4S 2019 Presentation Notes and Slides

Click here to download presentation notes (DocX)

Click here to download PowerPoint slides (PDF)

Society for the Social Studies of Science 2019 Annual Meeting

September 4-7, 2019, New Orleans, USA.

Panel: Creative Misfits II – Creating Categories: Disability, Agency, and Identity

Date: Thursday, September 5, 9:45-11:15, Sheraton New Orleans Hotel

Presentation Title: Account/Ability: Disability and Agency in Deep Brain Stimulation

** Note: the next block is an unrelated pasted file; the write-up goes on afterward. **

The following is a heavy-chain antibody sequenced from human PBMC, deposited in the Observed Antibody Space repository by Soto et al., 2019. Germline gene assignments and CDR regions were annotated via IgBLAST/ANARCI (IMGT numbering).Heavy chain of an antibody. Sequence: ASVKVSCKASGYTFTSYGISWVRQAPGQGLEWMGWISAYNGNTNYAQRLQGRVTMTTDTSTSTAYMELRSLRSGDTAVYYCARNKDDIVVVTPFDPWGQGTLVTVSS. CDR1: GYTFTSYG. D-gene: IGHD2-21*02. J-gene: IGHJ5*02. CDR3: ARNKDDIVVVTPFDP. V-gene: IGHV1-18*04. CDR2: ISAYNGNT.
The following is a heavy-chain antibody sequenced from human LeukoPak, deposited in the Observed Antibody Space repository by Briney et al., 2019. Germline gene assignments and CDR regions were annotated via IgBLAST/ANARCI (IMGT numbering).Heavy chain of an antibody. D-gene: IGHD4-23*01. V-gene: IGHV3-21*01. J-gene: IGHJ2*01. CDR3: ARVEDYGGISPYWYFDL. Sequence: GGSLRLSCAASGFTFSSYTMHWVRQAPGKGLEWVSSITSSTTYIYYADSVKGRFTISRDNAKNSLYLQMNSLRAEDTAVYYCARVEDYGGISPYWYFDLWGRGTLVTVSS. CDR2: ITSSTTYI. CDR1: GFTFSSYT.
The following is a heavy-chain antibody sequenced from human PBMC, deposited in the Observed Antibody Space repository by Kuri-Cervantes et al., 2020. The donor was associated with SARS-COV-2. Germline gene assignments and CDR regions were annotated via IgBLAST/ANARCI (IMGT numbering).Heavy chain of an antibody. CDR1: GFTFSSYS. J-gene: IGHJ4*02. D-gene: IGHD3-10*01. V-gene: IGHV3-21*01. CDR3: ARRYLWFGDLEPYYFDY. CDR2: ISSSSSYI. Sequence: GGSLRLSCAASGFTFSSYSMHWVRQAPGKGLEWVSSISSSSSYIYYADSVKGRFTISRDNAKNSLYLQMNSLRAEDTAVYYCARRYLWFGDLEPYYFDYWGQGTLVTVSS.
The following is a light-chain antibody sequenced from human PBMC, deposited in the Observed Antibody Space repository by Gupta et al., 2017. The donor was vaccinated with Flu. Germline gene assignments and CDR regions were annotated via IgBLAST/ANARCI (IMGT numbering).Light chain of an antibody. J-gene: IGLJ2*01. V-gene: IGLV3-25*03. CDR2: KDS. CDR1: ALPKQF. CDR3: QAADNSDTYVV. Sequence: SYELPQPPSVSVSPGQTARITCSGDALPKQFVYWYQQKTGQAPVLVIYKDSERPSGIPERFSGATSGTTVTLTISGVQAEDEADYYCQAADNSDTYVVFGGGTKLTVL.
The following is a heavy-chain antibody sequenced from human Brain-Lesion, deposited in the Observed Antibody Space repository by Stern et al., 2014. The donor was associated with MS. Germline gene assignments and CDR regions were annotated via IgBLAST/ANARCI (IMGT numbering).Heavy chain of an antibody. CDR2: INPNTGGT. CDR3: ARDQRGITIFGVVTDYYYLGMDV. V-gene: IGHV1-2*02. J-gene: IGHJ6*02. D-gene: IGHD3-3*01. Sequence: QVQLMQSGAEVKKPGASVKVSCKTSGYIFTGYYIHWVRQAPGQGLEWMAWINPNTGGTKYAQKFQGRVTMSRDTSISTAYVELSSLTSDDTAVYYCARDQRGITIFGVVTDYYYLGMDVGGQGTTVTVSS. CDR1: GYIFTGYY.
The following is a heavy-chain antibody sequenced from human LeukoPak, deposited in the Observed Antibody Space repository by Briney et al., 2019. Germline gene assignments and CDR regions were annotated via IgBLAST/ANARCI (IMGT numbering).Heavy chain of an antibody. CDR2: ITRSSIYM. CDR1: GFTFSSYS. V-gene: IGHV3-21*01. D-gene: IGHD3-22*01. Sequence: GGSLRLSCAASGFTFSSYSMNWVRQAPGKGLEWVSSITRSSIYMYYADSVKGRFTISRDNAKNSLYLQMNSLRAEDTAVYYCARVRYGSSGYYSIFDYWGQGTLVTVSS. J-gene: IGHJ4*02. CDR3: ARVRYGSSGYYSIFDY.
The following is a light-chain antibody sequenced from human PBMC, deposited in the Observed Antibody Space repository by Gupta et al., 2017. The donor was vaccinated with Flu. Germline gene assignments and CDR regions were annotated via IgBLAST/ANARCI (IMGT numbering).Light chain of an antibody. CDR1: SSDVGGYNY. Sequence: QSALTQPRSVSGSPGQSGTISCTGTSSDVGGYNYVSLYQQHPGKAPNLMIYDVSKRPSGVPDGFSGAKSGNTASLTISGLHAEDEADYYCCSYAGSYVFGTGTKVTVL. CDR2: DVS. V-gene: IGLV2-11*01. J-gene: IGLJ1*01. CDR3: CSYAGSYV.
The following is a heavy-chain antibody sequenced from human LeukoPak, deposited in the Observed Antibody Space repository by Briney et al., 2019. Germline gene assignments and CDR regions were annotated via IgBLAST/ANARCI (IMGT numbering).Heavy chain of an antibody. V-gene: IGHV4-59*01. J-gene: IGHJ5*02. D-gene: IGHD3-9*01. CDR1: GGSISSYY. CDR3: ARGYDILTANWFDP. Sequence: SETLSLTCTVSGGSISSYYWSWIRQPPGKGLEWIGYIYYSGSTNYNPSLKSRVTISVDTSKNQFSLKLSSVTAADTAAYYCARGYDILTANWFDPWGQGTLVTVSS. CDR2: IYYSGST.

Abstract: Interrogation of the social and material contexts in which biomedical technologies are embedded exposes tensions between personal and social responsibilities, contrasting constructions of disability, and competing models of healthcare. The confluence of the biomedicalization of health care and increasing reliance on emergent biomedical technologies (Clarke et al, 2010), neoliberal individual responsibility (especially as it relates to non-normative, ‘non-productive’ bodies) (Goodley, 2014), and the forceful rhetoric of progress and innovation (Franklin, 1997) produces socio-techno-political environment(s) driven by a curative imaginary (Kafer, 2013) in which bodily and cognitive differences are perceived as deviance and demand intervention. Experiential and embodied expertise can disrupt this imaginary, but are often unacknowledged in healthcare settings and research. Blending critical disability theory and feminist science studies, this presentation will summarize the preliminary findings of an on-going case study into the lived experience of receiving and using deep brain stimulation technologies for Parkinson’s disease. Leveraging qualitative interviews, content analysis of user-directed guidance documents, and digital ethnography of user communities, this study explores how biomedical technologies mediate the meaning of dis/ability, how agency and accountability are distributed across the socio-technical apparatus, and how autonomy and personal responsibility are articulated. Early findings gesture toward the importance of knowledge production in online communities, frustration with epistemic invalidation of embodied and experiential expertise, and perpetuation of conceptions of dis/ability tied to individual failure. This paper contributes to a generative and growing literature at the intersection of dis/ability studies and science and technology studies.

 

 

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